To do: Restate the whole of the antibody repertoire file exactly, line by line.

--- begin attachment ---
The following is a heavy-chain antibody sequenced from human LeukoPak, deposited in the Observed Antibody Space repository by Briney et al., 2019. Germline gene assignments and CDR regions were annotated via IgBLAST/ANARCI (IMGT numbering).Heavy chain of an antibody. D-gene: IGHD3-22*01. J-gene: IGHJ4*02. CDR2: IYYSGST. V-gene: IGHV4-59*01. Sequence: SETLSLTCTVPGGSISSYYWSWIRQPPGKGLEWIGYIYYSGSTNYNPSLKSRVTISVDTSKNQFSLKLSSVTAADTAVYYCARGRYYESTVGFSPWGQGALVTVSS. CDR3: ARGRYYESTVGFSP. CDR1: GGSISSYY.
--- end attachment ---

The following is a heavy-chain antibody sequenced from human LeukoPak, deposited in the Observed Antibody Space repository by Briney et al., 2019. Germline gene assignments and CDR regions were annotated via IgBLAST/ANARCI (IMGT numbering).Heavy chain of an antibody. D-gene: IGHD3-22*01. J-gene: IGHJ4*02. CDR2: IYYSGST. V-gene: IGHV4-59*01. Sequence: SETLSLTCTVPGGSISSYYWSWIRQPPGKGLEWIGYIYYSGSTNYNPSLKSRVTISVDTSKNQFSLKLSSVTAADTAVYYCARGRYYESTVGFSPWGQGALVTVSS. CDR3: ARGRYYESTVGFSP. CDR1: GGSISSYY.